Summary of The Sanctifier by Archbishop Luis Martinez

The Sanctifier by Archbishop Luis Martinez, Pauline Books, Boston, 2003. 

Part I: True Devotion to the Holy Spirit

Ch.1: The Holy Spirit Leads Us to Holiness

The goal of the Christian life is the transformation of the soul into Jesus. This mystical reproduction will be brought about in the same way in which Jesus was brought about into the world: “who was conceived by the Holy Spirit… of the Virgin Mary.

“Devotion to the Holy Spirit must become was St. Grignion de Montfort made of devotion to Mary: something not superficial and intermittent, but constant and profound, filling the depths of souls and impregnating lives with the sweet unction of infinite love” (5).

“Two sanctifiers are necessary to souls, the Holy Spirit and the Virgin Mary, for they are the only ones who can reproduce Christ” (6).

Ch.2: Our Delightful Guest

Since the Holy Spirit is the infinite Love of God and sanctification is the work of love and love is possession, Scripture appropriates, in a special manner, the indwelling of the Trinity (John 14:23) to the Holy Spirit (John 14:16-17, 1 Cor 3:16, Rom 8:11, 1 John 4:13) and therefore He is rightly called “the delightful Guest of the soul.”

“The first relationship that the Holy Spirit has with souls is that of being the delightful Guest – dulcis Hospes animae – as the Church calls him in the inspired prose of the Mass of Pentecost” (10).

Ch. 3: Our Supreme Director

The Holy Spirit is our supreme Director of the supernatural life, apart from whom sanctity is impossible.

“The soul’s delightful Guest does not remain idle in his intimate sanctuary” (17).

“Imagine a fine lyre whose perfectly harmonized strings vibrate at the blowing of the wind, each giving its own sound and all together composing a beautiful symphony. This is the soul of a just man when the Holy Spirit possesses it fully and has harmonized all the faculties by means of his gifts. Each one of them, like the strings of a living lyre, gives its own sound when the wind of the Spirit blows” (20).

“The perfection of a soul is measured by its docility to the movement of the Spirit, by the promptness and fidelity with which its strings produce the divine notes of the song of love. A soul is perfectly holy when the Spirit of love has take full possession of it, when the divine Artist finds no resistance or dissonance in the strings of that living lyre, but only celestial strains coming forth from it, limpid, ardent, and delightfully harmonized” (21).

“As the spiritual life grows, the strings of the living lyre of the soul, which before were weak and inharmonious, are attuned and harmonized. The soul becomes marvelously sensible to the movement of the Spirit and life becomes intense, rich, perfect, holy” (21).

Chapter 4: The Holy Spirit: God’s Gift to Us

“The Holy Spirit lives in us not only to possess us, but also to be possessed by us, to be ours. For love must possess, as well as be possessed. He is the Gift of God. Now, the gift that belonged to the giver becomes the possession of the one who receives it. The Gift of God is ours through the stupendous prodigy of love” (25).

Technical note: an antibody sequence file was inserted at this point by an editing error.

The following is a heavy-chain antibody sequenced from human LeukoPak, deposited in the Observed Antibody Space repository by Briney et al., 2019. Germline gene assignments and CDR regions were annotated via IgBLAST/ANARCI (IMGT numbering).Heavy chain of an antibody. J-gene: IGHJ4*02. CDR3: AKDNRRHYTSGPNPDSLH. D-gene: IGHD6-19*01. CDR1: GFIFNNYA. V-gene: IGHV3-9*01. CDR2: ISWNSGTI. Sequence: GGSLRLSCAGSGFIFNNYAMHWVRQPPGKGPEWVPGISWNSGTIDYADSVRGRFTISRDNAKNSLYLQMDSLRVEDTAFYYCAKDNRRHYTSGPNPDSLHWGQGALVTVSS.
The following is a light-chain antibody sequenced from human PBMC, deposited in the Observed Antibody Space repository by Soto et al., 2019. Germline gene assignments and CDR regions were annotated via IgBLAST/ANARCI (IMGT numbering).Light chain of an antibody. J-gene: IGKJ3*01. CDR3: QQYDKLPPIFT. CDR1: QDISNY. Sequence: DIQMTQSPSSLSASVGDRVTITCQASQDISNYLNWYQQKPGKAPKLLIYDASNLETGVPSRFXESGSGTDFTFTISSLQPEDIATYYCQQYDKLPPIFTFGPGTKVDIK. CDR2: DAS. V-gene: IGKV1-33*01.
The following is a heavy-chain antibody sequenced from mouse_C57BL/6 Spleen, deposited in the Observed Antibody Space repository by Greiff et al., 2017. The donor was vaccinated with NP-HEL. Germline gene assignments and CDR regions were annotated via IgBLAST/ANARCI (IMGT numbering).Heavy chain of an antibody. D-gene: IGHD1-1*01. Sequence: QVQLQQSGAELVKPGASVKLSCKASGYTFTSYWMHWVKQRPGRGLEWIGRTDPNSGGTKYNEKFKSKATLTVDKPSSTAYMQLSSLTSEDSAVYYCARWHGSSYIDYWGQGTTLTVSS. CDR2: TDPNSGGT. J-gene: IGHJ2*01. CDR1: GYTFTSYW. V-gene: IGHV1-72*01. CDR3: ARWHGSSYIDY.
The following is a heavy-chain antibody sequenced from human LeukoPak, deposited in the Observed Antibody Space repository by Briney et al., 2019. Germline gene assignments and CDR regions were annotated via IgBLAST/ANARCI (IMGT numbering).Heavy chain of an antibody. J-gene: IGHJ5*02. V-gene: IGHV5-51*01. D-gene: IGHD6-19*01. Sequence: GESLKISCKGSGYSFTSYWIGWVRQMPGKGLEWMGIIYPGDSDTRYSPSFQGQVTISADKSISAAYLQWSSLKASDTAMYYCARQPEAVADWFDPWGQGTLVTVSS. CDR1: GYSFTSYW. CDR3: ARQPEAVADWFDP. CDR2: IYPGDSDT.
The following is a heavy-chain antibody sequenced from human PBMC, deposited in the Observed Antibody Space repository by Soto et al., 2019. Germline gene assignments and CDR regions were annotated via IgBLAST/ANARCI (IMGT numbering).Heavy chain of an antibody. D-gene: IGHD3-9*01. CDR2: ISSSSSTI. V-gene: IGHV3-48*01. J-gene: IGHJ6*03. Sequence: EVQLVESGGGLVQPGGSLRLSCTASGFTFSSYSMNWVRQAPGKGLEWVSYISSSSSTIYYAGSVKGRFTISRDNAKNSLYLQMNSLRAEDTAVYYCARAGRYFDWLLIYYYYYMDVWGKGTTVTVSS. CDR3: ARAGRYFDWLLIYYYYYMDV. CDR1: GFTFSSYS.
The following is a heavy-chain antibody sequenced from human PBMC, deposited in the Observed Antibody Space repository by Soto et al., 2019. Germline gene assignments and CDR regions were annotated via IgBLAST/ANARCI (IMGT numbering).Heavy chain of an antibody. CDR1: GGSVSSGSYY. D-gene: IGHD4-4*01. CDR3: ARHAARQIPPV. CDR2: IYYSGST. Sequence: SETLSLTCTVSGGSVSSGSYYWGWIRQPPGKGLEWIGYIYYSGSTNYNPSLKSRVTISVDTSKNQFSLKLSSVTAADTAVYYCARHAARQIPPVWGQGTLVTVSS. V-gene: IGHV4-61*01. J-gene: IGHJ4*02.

“Have we thought about what it means to possess the Gift of God in our souls?” (26)

“What profound and consoling truths! The Holy Spirit is ours. We can enjoy him and use his effects. It is in our power to use him; we can enjoy him when we wish. Each one of these truths deserves to be extensively and lovingly meditated upon” (28).

Chapter 5: Transformation into Christ

“To fully glorify the Father, it is necessary to be transformed into Jesus, because the glorification of the Father is his work, and in order to do the work of Jesus it is necessary to be Jesus” (36).

“This is the divine cycle in the sanctification of souls: nobody can go to the Father except through Jesus; nobody can go to Jesus except through the Holy Spirit. Through Jesus, with Jesus, and in Jesus, souls glorify the Father in the unity of the Holy Spirit forever and ever” (39).

Chapter 6: The Gifts of the Holy Spirit

Whereas the virtues are our precious means of sanctification, the gifts are the Spirit’s instruments, through which our action actually becomes more intense and real.

“The human faculties could not receive the motion of the Spirit without the gifts that he himself places at the fountainhead of our activity to receive his sanctifying motion, his divine inspirations, his vivifying breath” (46).

Chapter 7: The Holy Spirit Consecrates Us

Our cooperation with the Holy Spirit must be a total “consecration” – being set apart as temples of the Holy Spirit solely to glorify God (1 Cor 3:16, 1 Cor 10:31) and separated from all that is impure.

“True devotion to the Holy Spirit is not something distinct from the Christian life; it is the Christian life – thoroughly understood, seriously practiced, and deeply enjoyed” (54).

Chapter 8: Practicing the Presence of the Holy Spirit

Since the Holy Spirit is the eternal Guest of our souls, in order to be truly devoted to him, “we have a duty to remain with Him while He is in our house. Since He dwells in us by love, “in the same way, we live with the Holy Spirit if we love him; and our life with him will be perfect in proportion to our love” (58). Each day, we must allow our thoughts and our acts to go closer and closer to love’s source, until the thought of God and his loving presence becomes a divine obsession.